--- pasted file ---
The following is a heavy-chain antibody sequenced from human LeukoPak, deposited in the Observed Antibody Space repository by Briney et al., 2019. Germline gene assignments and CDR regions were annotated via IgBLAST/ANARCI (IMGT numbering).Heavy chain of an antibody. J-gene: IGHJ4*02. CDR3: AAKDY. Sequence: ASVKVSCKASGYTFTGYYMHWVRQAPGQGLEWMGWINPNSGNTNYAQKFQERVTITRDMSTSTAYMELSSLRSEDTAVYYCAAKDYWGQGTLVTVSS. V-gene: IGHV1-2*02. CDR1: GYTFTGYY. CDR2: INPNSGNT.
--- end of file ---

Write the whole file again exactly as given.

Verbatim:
The following is a heavy-chain antibody sequenced from human LeukoPak, deposited in the Observed Antibody Space repository by Briney et al., 2019. Germline gene assignments and CDR regions were annotated via IgBLAST/ANARCI (IMGT numbering).Heavy chain of an antibody. J-gene: IGHJ4*02. CDR3: AAKDY. Sequence: ASVKVSCKASGYTFTGYYMHWVRQAPGQGLEWMGWINPNSGNTNYAQKFQERVTITRDMSTSTAYMELSSLRSEDTAVYYCAAKDYWGQGTLVTVSS. V-gene: IGHV1-2*02. CDR1: GYTFTGYY. CDR2: INPNSGNT.